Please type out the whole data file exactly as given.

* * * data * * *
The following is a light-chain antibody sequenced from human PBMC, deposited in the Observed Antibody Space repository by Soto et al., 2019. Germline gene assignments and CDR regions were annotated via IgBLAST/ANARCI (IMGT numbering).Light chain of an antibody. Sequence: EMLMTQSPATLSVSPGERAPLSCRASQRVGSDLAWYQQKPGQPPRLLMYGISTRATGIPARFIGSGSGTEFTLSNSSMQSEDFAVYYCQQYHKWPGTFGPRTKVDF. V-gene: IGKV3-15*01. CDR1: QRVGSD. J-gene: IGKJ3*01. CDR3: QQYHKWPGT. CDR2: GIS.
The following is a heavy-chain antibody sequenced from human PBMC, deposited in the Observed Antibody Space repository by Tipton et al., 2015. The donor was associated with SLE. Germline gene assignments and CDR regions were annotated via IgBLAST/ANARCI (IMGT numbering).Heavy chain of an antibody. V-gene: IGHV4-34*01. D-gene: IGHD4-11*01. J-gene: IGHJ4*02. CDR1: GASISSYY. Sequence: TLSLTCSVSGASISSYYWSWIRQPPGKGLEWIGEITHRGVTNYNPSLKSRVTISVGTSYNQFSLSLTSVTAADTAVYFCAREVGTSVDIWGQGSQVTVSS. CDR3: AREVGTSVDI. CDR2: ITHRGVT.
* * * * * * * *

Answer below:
The following is a light-chain antibody sequenced from human PBMC, deposited in the Observed Antibody Space repository by Soto et al., 2019. Germline gene assignments and CDR regions were annotated via IgBLAST/ANARCI (IMGT numbering).Light chain of an antibody. Sequence: EMLMTQSPATLSVSPGERAPLSCRASQRVGSDLAWYQQKPGQPPRLLMYGISTRATGIPARFIGSGSGTEFTLSNSSMQSEDFAVYYCQQYHKWPGTFGPRTKVDF. V-gene: IGKV3-15*01. CDR1: QRVGSD. J-gene: IGKJ3*01. CDR3: QQYHKWPGT. CDR2: GIS.
The following is a heavy-chain antibody sequenced from human PBMC, deposited in the Observed Antibody Space repository by Tipton et al., 2015. The donor was associated with SLE. Germline gene assignments and CDR regions were annotated via IgBLAST/ANARCI (IMGT numbering).Heavy chain of an antibody. V-gene: IGHV4-34*01. D-gene: IGHD4-11*01. J-gene: IGHJ4*02. CDR1: GASISSYY. Sequence: TLSLTCSVSGASISSYYWSWIRQPPGKGLEWIGEITHRGVTNYNPSLKSRVTISVGTSYNQFSLSLTSVTAADTAVYFCAREVGTSVDIWGQGSQVTVSS. CDR3: AREVGTSVDI. CDR2: ITHRGVT.